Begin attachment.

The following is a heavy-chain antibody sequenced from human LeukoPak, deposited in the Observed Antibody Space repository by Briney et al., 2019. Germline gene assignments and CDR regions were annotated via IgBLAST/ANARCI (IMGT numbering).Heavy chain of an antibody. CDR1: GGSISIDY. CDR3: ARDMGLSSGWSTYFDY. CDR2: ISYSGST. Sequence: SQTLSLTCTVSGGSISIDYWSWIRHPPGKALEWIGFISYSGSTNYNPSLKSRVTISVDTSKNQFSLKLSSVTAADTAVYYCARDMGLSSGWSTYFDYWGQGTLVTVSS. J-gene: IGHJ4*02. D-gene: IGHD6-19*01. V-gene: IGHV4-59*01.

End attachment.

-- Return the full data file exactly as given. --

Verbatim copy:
The following is a heavy-chain antibody sequenced from human LeukoPak, deposited in the Observed Antibody Space repository by Briney et al., 2019. Germline gene assignments and CDR regions were annotated via IgBLAST/ANARCI (IMGT numbering).Heavy chain of an antibody. CDR1: GGSISIDY. CDR3: ARDMGLSSGWSTYFDY. CDR2: ISYSGST. Sequence: SQTLSLTCTVSGGSISIDYWSWIRHPPGKALEWIGFISYSGSTNYNPSLKSRVTISVDTSKNQFSLKLSSVTAADTAVYYCARDMGLSSGWSTYFDYWGQGTLVTVSS. J-gene: IGHJ4*02. D-gene: IGHD6-19*01. V-gene: IGHV4-59*01.